The period 1972-1975 suffered from unprecedented house price inflation and a corresponding large increase in the council house waiting list. The effects of Mr. Heaths Housing Act reduced access to home ownership by high prices and caused a great increase in applicants to the council waiting list. Colchester had a hung council, but for the first time in decades, Labour took control of housing policy with the support of a Liberal and three independent councillors.

Radical Policies

In-fill developments at Fingringhoe and a prize winning development in the Dutch quarter, Colchester

In spite of the fierce polarisation that now existed in the re-organised "town and country" council, a new housing policy began to address the root problems of council housing in Colchester. The most important objectives of the new policy were to increase the rented stock and at the same time, to distribute its location. The long-term objectives were to increase stock to a level, which would allow a policy of open access to the waiting lists and to reduce the waiting period to a minimum. The current situation was exceptional and the long-term objectives would be aided by a return to house price "normality".

In the 1970ís Colchester was identified in the County Structure Plan as a rapidly expanding commuter town. A huge area, north of the town was zoned for the planned expansion. By 1972, development companies were already involved in the first stages of the planning process. In difficult re-negotiation of the detailed planning stage with these developers, council officers acting on the new policy, were successful in obtaining five sites for council housing development. These changes provided the opportunity to include 1250 council houses in this very large new development of the town.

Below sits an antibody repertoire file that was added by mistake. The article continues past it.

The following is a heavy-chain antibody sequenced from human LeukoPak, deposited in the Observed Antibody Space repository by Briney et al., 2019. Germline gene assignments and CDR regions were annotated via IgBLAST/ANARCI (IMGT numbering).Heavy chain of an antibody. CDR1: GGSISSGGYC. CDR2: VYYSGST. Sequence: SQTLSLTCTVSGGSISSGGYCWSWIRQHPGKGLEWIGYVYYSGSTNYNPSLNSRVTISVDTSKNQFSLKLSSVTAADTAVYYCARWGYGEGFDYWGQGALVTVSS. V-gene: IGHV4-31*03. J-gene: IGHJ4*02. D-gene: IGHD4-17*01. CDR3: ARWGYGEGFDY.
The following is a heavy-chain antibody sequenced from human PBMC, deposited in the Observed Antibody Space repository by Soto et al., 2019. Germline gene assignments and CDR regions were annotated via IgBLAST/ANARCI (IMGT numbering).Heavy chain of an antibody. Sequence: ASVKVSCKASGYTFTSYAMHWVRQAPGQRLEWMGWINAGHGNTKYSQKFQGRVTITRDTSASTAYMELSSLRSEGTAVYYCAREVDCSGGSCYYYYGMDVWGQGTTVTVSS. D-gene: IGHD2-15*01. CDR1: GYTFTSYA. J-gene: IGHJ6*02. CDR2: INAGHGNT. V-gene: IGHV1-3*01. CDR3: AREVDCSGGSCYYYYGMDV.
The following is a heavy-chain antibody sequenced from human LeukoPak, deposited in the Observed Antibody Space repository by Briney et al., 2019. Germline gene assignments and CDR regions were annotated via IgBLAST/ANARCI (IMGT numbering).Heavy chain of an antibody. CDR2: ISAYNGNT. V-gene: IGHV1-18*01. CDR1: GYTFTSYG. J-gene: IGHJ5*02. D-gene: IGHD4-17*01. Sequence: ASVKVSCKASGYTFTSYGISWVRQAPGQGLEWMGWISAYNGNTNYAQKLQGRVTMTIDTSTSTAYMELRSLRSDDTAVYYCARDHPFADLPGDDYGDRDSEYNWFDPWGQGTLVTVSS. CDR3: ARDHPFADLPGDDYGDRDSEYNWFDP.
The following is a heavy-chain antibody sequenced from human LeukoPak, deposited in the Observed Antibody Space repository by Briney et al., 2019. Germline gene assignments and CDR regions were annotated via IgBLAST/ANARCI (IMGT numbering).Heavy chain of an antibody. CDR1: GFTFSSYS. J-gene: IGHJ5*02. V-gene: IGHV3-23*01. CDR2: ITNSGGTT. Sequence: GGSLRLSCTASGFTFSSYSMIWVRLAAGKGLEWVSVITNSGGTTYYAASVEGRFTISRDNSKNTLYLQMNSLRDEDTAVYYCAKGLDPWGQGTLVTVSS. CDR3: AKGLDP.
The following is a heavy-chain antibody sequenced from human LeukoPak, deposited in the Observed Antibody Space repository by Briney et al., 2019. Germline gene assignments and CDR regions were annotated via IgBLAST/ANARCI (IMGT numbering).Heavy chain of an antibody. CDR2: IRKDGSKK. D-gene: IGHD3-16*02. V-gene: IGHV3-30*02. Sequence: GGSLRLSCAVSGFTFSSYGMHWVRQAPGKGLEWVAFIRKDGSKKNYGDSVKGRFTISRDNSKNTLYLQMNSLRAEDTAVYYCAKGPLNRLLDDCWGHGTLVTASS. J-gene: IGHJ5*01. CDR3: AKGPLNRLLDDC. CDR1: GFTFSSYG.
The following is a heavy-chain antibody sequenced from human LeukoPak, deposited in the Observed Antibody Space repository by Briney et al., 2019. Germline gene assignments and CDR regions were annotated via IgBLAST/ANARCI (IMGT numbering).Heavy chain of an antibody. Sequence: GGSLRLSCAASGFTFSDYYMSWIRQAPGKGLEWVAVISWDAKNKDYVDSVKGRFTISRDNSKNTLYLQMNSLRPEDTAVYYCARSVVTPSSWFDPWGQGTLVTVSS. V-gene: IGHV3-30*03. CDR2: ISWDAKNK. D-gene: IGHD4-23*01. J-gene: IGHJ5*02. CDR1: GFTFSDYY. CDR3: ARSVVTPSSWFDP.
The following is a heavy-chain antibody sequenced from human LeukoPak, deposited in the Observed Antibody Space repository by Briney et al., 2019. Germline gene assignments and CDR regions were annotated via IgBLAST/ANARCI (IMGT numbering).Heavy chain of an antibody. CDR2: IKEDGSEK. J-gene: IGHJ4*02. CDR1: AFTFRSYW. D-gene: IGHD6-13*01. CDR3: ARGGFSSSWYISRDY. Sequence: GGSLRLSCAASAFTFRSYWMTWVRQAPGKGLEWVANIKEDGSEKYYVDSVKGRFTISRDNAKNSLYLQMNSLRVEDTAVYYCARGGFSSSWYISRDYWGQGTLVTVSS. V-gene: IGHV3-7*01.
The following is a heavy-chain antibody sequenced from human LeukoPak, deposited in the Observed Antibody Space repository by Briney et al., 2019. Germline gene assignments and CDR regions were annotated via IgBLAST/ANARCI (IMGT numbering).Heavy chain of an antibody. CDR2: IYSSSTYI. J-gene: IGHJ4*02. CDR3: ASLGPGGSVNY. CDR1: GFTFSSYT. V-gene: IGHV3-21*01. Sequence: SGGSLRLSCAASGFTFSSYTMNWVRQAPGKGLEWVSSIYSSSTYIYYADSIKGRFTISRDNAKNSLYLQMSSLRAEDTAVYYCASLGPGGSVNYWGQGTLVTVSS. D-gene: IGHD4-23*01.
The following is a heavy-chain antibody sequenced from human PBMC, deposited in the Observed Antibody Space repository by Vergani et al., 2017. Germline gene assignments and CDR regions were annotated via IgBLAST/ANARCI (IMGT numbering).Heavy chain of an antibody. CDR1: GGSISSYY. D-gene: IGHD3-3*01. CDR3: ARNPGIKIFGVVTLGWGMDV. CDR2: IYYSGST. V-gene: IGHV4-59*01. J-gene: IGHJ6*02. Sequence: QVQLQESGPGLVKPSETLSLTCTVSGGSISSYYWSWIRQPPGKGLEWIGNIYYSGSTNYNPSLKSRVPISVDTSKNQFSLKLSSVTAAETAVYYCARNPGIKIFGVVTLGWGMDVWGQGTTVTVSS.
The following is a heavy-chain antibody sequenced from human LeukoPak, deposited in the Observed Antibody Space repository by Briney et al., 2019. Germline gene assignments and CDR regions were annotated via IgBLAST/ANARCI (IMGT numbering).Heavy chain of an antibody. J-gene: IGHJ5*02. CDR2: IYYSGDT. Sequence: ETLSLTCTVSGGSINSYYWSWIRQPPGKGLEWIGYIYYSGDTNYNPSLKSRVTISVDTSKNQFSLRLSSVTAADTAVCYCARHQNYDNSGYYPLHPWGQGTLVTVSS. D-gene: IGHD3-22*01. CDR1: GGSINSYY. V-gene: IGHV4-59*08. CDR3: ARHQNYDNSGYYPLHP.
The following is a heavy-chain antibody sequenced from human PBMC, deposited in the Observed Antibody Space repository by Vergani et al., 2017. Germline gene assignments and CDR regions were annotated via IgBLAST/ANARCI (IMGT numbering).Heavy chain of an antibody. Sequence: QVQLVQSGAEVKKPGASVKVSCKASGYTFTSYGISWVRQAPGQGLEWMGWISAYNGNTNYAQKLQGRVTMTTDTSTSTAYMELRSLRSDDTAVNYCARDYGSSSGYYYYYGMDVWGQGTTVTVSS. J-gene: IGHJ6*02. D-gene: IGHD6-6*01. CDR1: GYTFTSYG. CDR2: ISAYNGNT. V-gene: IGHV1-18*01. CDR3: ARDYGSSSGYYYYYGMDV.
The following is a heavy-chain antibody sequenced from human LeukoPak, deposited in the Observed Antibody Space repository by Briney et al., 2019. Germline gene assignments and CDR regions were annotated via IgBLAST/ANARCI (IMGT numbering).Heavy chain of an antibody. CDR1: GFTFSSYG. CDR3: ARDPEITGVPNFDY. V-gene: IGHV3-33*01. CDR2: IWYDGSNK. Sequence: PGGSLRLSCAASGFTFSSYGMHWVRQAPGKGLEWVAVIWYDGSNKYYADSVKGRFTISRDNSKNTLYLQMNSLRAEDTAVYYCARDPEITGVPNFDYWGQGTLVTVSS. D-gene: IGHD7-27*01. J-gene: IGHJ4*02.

Even traditional Conservatives took every opportunity to oppose the opening of the waiting list to people born outside of the borough. Although the same argument was never applied to the massive expansion, which was taking place in private developments, entry to the waiting list was protected for the local deserving poor. By this time, all subsidies had been removed from Colchester council building and the stock was capable of sustaining significant building or purchase programmes. There was no reason to protect access from demand and a national policy could have imposed a duty to meet it.

In Colchester, the following main points of the new policy were implemented with a balanced budget:

The fact is, that in the 60s and 70s, council housing as a genuine and complementary alternative to ownership could easily have been achieved in places like Colchester.


In Colchester, the following period featured a change in political climate and internal divisions severely damaged the strength of the Labour Party. The housing programme, in the hands of a farmer, was cut to 25 houses per year. Four years later, the 1980 Housing Act removed the local control of housing policy. Colchester became a "flagship" leader for the sale of council houses and the interest yielded on capital from council house sales was used to subsidise 25% of the "local" rate.